House Speaker John Boehner accused President Barack Obama of concocting a “fake fight” over student-loan interest rates as Democrats said the Republican plan to freeze the rate robs money from women’s health programs.
The partisan bickering broke out as the House prepared to debate legislation that Republican leaders rushed to the floor to try to seize the initiative on the issue and blunt Obama’s re-election pitch for the youth vote.
House Republicans’ legislation, to be voted on tomorrow, would extend for another year the 3.4 percent interest rate on college student loans. Unless Congress acts by July 1, the rate will rise to 6.8 percent. Senate Democrats and Republicans are offering competing plans for freezing the interest rate.
Boehner, insisting that Republicans intended all along to avert the rate increase, told reporters it was “pathetic” for Obama “to make a campaign issue out of this” and travel to campuses in three battleground states to “try to make this a political issue.”
House Minority Leader Nancy Pelosi told reporters today that she would urge fellow Democrats to vote against the Republican measure because it would be financed by eliminating child immunizations, cervical-cancer screenings and other disease prevention programs.
Republicans would pay for freezing the interest rate by waging “another assault on women’s health,” said Pelosi of California.
Senate Majority Leader Harry Reid told reporters today he was “very disappointed” with the House proposal. Reducing funds for preventive health care “doesn’t sound like a good deal to me,” the Nevada Democrat said.
Obama and Mitt Romney, who declared himself the Republican presidential nominee after sweeping five primary contests on April 24, are vying for the youth vote in a race that pollsters project will be close.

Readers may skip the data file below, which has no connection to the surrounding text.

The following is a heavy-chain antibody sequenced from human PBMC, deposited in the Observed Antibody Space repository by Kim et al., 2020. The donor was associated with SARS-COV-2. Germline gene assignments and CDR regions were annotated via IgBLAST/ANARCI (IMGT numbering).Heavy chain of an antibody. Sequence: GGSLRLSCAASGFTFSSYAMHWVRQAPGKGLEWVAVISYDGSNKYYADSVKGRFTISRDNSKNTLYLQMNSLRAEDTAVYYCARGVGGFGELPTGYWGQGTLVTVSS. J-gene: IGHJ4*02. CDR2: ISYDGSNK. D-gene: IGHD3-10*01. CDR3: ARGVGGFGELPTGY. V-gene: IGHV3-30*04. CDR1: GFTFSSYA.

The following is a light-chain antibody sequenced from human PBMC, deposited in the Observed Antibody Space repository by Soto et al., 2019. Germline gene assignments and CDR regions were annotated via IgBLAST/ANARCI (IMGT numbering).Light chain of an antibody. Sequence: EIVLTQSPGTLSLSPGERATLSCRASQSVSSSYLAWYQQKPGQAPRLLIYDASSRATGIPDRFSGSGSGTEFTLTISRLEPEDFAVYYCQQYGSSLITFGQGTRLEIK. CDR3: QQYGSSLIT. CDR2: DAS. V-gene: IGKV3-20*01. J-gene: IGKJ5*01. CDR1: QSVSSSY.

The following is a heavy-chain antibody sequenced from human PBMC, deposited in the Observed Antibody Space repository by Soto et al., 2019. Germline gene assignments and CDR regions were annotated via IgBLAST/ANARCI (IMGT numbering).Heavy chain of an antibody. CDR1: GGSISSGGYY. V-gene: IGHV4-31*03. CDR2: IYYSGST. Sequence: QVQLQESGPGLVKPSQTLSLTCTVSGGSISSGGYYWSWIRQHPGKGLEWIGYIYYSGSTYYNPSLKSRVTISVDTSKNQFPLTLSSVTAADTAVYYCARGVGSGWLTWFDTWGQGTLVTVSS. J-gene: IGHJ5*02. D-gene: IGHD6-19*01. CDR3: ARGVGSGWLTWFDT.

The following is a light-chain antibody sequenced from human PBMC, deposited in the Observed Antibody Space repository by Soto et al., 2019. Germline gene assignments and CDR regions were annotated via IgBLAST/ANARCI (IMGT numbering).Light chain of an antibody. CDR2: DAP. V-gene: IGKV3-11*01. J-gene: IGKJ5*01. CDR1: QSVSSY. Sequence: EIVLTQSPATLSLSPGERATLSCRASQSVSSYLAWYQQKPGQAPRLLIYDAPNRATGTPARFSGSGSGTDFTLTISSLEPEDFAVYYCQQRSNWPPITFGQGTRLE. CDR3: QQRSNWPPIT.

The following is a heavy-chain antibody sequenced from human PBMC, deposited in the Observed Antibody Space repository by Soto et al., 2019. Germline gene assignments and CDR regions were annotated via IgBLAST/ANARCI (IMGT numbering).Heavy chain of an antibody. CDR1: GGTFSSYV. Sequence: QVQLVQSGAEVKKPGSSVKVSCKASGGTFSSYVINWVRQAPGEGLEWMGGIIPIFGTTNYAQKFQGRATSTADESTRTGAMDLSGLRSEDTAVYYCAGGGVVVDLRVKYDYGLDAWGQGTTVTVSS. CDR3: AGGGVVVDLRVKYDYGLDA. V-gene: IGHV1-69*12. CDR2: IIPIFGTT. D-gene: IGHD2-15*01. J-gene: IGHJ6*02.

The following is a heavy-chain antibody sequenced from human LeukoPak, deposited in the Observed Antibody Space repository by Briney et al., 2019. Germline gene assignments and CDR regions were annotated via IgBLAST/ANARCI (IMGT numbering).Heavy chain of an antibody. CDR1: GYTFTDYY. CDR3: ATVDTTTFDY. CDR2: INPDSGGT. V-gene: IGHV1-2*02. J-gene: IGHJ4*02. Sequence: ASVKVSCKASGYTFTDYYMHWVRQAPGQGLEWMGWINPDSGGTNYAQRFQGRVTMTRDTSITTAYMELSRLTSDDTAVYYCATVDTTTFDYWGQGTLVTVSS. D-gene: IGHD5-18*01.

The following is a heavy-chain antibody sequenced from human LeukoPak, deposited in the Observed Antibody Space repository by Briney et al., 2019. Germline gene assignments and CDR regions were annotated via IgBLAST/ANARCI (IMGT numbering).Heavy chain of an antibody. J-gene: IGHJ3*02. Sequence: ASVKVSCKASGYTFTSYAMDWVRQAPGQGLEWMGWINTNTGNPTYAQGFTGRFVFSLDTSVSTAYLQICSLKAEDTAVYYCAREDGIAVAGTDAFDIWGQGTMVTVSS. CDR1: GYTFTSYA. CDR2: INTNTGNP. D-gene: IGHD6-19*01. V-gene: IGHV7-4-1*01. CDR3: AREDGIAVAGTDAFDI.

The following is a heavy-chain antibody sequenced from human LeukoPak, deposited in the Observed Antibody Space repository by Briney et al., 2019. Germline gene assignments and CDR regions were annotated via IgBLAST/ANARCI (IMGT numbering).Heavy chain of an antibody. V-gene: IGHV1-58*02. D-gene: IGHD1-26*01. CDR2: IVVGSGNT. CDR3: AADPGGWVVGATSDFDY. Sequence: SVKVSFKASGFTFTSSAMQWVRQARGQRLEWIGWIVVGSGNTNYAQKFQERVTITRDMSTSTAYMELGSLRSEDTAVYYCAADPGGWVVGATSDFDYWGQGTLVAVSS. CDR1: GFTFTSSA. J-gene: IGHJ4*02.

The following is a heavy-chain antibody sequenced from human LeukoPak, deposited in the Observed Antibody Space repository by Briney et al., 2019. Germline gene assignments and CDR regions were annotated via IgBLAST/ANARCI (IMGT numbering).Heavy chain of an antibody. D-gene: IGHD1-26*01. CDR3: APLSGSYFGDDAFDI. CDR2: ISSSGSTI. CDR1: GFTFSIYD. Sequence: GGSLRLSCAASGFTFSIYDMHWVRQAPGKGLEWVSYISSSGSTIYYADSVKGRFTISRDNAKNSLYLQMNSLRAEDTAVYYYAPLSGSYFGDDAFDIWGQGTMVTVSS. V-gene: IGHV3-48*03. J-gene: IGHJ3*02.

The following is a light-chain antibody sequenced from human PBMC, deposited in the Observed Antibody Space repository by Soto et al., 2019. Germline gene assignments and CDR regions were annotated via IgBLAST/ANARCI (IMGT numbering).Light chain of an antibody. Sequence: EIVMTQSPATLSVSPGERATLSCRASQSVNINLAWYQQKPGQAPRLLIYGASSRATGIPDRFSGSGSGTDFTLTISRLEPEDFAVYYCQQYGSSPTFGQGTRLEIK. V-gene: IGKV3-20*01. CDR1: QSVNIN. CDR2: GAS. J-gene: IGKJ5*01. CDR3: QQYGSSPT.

The former Massachusetts governor joined Obama in urging lawmakers to freeze interest rates students pay for the government loans while blaming him for an economy in which “50 percent of recent college graduates are unemployed or underemployed.”
Boehner, an Ohio Republican, said Obama’s campaign should reimburse the Treasury for his trips to the college campuses.
White House spokesman Jay Carney said, “We assiduously follow all the rules” on the cost of presidential trips.
Senate Democrats and the White House are seeking to pay the $6 billion cost of a one-year interest-rate freeze by limiting a tax provision that allows some owners of so-called S- corporations to avoid paying Medicare payroll taxes on their earnings.
“We believe there’s an easy solution,” Reid said. “We can pay for this with a tax that people who make a lot of money have been avoiding for a long time.”
Obama, 50, told students in Iowa City, Iowa, yesterday that he and first lady Michelle Obama were paying off student loans as recently as eight years ago. “We’ve been in your shoes,” he said at the University of Iowa. “We can’t price the middle class out of an education.”
A Senate plan modeled on Obama’s rate-freeze proposal will come up for a vote in May after the Senate returns from next week’s recess, a Senate Democratic leadership aide said.
“We and the president are going to keep up the pressure on this issue,” Charles Schumer of New York, the Senate’s third- ranking Democrat, told reporters today. He said Republicans are “still battling this student loan bill. They’re just doing it in a stealthy way.”
Boehner announced the new legislation yesterday at a news conference that was called 10 minutes before he appeared at the podium.
“I know this issue well,” Boehner said. “It took me seven years to work my way through college, working every job I could get my hands on.”
Boehner said the $6 billion cost of preserving the 3.4 percent rate for an additional year would be financed under his proposal from a disease prevention and public-health fund in the health-care overhaul law Congress passed in 2010 when Democrats were in the majority.
Boehner derided that source as one of the “slush funds” in the health-care measure. The Republican bill would rescind the remaining $11.9 billion from the fund and use $5.9 billion to freeze loan interest rates for a year. The rest would be used for deficit reduction.
Boehner rejected a reporter’s suggestion that he was joining Obama to try to get the youth vote. “Please, this issue is not a partisan issue” because “no one here expected that interest rates were going to go up in July,” he said.
The House bill is H.R. 4628.
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